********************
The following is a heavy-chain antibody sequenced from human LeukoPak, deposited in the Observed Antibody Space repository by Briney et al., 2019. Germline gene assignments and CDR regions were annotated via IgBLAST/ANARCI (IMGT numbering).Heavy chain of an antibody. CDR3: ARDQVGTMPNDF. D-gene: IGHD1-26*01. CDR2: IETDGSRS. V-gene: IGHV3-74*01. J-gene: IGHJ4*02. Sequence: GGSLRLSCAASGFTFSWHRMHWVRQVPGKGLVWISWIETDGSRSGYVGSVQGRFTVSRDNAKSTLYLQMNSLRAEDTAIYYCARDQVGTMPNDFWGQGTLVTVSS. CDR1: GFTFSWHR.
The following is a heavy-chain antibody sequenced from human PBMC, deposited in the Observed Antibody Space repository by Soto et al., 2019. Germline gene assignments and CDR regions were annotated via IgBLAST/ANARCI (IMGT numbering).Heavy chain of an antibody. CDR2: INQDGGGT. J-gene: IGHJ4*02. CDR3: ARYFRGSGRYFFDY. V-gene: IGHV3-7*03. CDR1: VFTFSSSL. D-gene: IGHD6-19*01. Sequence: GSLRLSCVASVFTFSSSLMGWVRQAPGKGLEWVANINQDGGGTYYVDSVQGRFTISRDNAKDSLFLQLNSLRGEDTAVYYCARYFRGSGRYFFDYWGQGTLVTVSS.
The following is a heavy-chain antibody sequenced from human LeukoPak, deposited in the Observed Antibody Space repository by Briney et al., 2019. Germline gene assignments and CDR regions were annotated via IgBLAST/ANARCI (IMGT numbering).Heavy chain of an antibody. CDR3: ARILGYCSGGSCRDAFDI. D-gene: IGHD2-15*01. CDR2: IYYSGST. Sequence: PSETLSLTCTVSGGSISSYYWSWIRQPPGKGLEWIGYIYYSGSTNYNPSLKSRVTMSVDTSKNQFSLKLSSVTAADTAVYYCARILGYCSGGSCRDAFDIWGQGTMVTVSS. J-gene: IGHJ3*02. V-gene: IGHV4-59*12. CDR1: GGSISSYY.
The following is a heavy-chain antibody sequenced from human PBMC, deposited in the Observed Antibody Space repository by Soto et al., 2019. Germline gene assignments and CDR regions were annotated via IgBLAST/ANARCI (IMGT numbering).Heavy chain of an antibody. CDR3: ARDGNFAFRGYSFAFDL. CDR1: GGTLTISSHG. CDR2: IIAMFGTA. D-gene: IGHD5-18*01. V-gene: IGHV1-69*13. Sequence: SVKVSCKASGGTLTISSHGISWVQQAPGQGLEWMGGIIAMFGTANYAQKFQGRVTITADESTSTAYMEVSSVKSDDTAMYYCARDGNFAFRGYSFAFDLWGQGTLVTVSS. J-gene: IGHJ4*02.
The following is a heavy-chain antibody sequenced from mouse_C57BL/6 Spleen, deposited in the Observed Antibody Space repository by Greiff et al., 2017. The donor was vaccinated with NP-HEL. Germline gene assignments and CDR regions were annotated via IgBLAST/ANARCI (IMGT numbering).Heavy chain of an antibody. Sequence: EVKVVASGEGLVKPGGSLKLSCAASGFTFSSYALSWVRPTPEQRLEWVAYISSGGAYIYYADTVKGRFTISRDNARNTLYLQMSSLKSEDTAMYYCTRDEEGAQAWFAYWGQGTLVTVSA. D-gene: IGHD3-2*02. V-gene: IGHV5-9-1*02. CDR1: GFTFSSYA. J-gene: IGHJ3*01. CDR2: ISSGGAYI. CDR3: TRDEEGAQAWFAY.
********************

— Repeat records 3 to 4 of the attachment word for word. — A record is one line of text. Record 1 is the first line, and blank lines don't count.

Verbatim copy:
The following is a heavy-chain antibody sequenced from human LeukoPak, deposited in the Observed Antibody Space repository by Briney et al., 2019. Germline gene assignments and CDR regions were annotated via IgBLAST/ANARCI (IMGT numbering).Heavy chain of an antibody. CDR3: ARILGYCSGGSCRDAFDI. D-gene: IGHD2-15*01. CDR2: IYYSGST. Sequence: PSETLSLTCTVSGGSISSYYWSWIRQPPGKGLEWIGYIYYSGSTNYNPSLKSRVTMSVDTSKNQFSLKLSSVTAADTAVYYCARILGYCSGGSCRDAFDIWGQGTMVTVSS. J-gene: IGHJ3*02. V-gene: IGHV4-59*12. CDR1: GGSISSYY.
The following is a heavy-chain antibody sequenced from human PBMC, deposited in the Observed Antibody Space repository by Soto et al., 2019. Germline gene assignments and CDR regions were annotated via IgBLAST/ANARCI (IMGT numbering).Heavy chain of an antibody. CDR3: ARDGNFAFRGYSFAFDL. CDR1: GGTLTISSHG. CDR2: IIAMFGTA. D-gene: IGHD5-18*01. V-gene: IGHV1-69*13. Sequence: SVKVSCKASGGTLTISSHGISWVQQAPGQGLEWMGGIIAMFGTANYAQKFQGRVTITADESTSTAYMEVSSVKSDDTAMYYCARDGNFAFRGYSFAFDLWGQGTLVTVSS. J-gene: IGHJ4*02.